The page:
The Role of the States

The federal Food and Drug Administration (FDA) regulates virtually all commercial pharmaceutical manufacturing. However, states are the primary regulator of pharmacies, including community "drug stores," large chains, in-store pharmacy counters and specialty pharmacies. Every state has laws and regulations guiding pharmacy standards and requirements, addressing issues such as required licenses for each facility and for the credentialed pharmacists and other employees who work there. Virtually every jurisdiction also has requirements for secure storage, recordkeeping, the forms or pads used for patient prescriptions, labeling, and safety protocols related to origins, authenticity, chain of custody, expiration dates of products, purity, sterility and storage, among others. This includes the extra, explicit authority granted to "compound" or mix pharmaceutical ingredients into a patient-ready product. Numerous existing pharmacies have the authority to prepare such products for patients, based on prescriptions written by doctors or other prescribers. Some of these practice requirements have origins dating back 30 to 50 years, when large drug manufacturers played a much smaller role as the source of medication. State rules are updated periodically, commonly under the jurisdiction of individual state Boards of Pharmacy, which operate in the 50 states.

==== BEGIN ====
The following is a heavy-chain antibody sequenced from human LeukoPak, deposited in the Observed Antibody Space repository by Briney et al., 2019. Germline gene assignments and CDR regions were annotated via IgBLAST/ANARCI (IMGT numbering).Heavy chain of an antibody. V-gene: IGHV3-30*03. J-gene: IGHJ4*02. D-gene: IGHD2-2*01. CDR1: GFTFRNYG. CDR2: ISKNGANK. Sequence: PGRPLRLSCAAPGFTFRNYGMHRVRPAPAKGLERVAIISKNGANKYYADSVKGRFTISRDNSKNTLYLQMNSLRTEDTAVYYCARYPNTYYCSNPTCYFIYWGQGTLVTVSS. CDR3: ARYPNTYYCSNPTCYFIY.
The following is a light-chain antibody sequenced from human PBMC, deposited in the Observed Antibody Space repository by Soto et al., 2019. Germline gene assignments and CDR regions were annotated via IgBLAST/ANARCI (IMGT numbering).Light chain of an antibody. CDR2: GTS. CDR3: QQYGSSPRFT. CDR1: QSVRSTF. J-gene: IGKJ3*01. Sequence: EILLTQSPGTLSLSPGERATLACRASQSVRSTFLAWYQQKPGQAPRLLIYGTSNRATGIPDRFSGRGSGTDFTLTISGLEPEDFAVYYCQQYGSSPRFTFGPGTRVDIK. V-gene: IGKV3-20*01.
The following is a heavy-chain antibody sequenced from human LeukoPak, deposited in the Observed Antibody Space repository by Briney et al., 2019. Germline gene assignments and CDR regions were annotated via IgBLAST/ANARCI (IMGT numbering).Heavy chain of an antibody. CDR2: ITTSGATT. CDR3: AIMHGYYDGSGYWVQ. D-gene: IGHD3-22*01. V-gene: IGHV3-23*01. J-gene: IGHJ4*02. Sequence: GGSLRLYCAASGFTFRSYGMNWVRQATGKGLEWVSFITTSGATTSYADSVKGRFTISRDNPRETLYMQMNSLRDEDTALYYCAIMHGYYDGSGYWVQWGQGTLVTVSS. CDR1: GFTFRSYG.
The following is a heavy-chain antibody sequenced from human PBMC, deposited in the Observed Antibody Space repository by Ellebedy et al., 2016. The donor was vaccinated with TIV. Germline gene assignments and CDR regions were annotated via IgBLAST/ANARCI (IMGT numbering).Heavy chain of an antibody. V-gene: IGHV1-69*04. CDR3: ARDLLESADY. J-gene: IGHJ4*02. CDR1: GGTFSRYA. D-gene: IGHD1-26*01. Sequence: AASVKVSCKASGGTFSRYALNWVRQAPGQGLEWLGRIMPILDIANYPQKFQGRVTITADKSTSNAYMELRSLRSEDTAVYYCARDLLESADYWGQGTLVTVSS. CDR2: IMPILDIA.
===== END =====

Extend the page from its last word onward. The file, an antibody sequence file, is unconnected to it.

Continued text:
Federal Regulation

Although states have been the primary regulators of compounding pharmacies in the absence of federal laws addressing these facilities, in the wake of the 2012 meningitis outbreak that was traced to a compounding pharmacy in Massachusetts, federal regulators enacted the Compounding Quality Act. A summary of the act is available here. Click here for the full text of the law.

Compounding Pharmacy Issues

After the potential for harm posed by compounded drugs and compounding pharmacies was highlighted by the 2012 outbreak in Massachusetts, a number of regulatory issues emerged, including:

  • Compounding or manufacturing: Is it clear which compounded drug orders meet the state-regulated standard and which cross into a manufacturing regulatory category?
  • Definitions: Uniform and up-to-date definitions of compounding, wholesale, specialty and hospital-based pharmacies.  Clear language about "sterile" and "non-sterile" compounding.
  • Enforcement: Which agencies or boards, state or federal, take action when violations or omissions occur? What levels of penalties are in place? Who can order the closure of an operating pharmacy?
  • Funding: Inspection and enforcement agencies have varied levels of budgets and personnel to complete inspections and enforcement.
  • Inspection of facilities: How often, by whom, under what conditions. What kind of independent accreditation or evaluation is in place?
  • Single-use injectable drugs:  Vials sometimes are over-filled and have no preservative added. The makes costs higher, while repeat injection use by some providers brings additional dangers of contamination and infection.
  • Transparency: Are records of inspections publicly or adequately available to policymakers and federal and state regulatory entities?

Enacted Laws Affecting Compounding Pharmacies, 2011-Present

Compounding continues to be an issue of interest in the states. So far in 2016, five laws have been enacted in four states. Use the interactive map below to see a summary of laws enacted in each state since 2011. (Click on individual state outlines below).  [PDF format]